“The change in opinion on pricing is most likely a reflection of the price drops from major headset manufacturers like HTC,Oculus and Google; while developments in content creation are starting to alleviate this particular barrier to adoption,” the report states. “Additionally, standalone devices like Oculus Go and Lenovo Mirage have brought down the entry point price of high-quality VR as they do not require a console or powerful PC.”

    VR Intelligence is the organization behind the VRX series of events, the next of which will be held Dec. 6-7 in San Francisco. The survey covers a number of questions surrounding specific use cases for VR and AR and how businesses are thinking about investing in those areas. One data point indicates that proving there would be a return on investment remains the biggest concern to overcome in convincing businesses to start using VR or AR tech.

    The full report covers a number of subjects, including growth by business area over the past 12 months, and whether that growth met expectations, as well as the relative priority of VR and AR to their businesses over the next year. You can get the full report here for free.

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  • Watch David Hasselhoff Drive KITT From Knight Rider In New 360-Video
    Watch David Hasselhoff Drive KITT From Knight Rider In New 360-Video

    The Gumball 3000 is a 3,000-mile car rally that happens every year from London to Tokyo featuring a wide multitude of celebrities driving across the world and making pit stops. From the likes of Usher and David Hasselhoff to Ken Griffey Jr. and more, it’s a star-studded event.

    This year Finger Food Studios teamed up with LNG Studios to create an episodic series of 360-degree videos chronicling the rally dubbed “A Gumballer’s Journey.” The videos take viewers on a ride both along the street at pit stops and inside the vehicle with featured celebrity guests.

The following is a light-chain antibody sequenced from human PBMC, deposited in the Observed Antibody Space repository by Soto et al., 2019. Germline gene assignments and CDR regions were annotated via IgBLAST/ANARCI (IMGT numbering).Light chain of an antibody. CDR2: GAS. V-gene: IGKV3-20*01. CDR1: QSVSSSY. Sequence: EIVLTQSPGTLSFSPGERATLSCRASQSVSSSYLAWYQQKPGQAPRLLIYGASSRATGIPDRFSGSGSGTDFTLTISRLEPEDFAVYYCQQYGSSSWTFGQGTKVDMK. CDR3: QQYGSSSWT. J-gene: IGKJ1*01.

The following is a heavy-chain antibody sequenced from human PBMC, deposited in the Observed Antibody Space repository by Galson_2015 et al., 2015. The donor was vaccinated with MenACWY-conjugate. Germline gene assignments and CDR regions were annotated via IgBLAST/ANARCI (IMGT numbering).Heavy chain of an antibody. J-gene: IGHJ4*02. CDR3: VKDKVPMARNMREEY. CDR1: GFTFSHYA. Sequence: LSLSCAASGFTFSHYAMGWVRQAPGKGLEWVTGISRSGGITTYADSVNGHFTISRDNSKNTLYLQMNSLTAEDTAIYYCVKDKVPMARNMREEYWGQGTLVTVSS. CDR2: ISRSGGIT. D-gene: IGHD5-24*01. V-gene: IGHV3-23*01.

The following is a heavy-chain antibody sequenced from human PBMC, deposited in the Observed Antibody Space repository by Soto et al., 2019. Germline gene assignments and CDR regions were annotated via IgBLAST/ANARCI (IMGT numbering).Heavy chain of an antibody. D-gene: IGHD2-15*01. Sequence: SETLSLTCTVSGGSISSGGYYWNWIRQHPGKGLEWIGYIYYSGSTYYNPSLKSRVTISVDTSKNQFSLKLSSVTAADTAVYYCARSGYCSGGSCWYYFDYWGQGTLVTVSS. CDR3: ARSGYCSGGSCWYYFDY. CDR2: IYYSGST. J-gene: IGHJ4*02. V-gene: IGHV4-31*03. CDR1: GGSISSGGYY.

You can watch the first two entries in the series right now on the Gumball 3000 Facebook page here (Episode 1, featuring Gumball 3000 founder, Maximillion Cooper) and here (Episode 2, featuring David Hasselhoff, wife Hayley Roberts, and KITT from Knight Rider.) Both videos are available in 4k at those links and can also be viewed in VR via Rift, Vive, Gear VR, PSVR, or Go. Both episodes can also be found over on LNG’s YouTube, so pretty much anything that can access YouTube in VR is good to go.

    In the second video Hasselhoff reminisces about KITT and how even though it isn’t the actual original car from Knight Rider, it feels extremely accurate even while adorned with logos and sponsorships.

    We’ve got it embedded right here for you to see as well:

    You’d be hard-pressed to put a 360-degree video in front of me in 2018 and elicit any sort of reaction other than “meh” but getting to sit inside the cockpit of KITT alongside David Hasselhoff is certainly  a step in the right direction. These sorts of videos are at their best when they show viewers things that they’d otherwise never get to see from a new perspective and this one definitely qualifies.

    Let us know what you think down in the comments below!

    Update: Fixed two typos and added more context on how to watch the videos.

    Tagged with: David Hasselhoff, Finger Food, Gumball 3000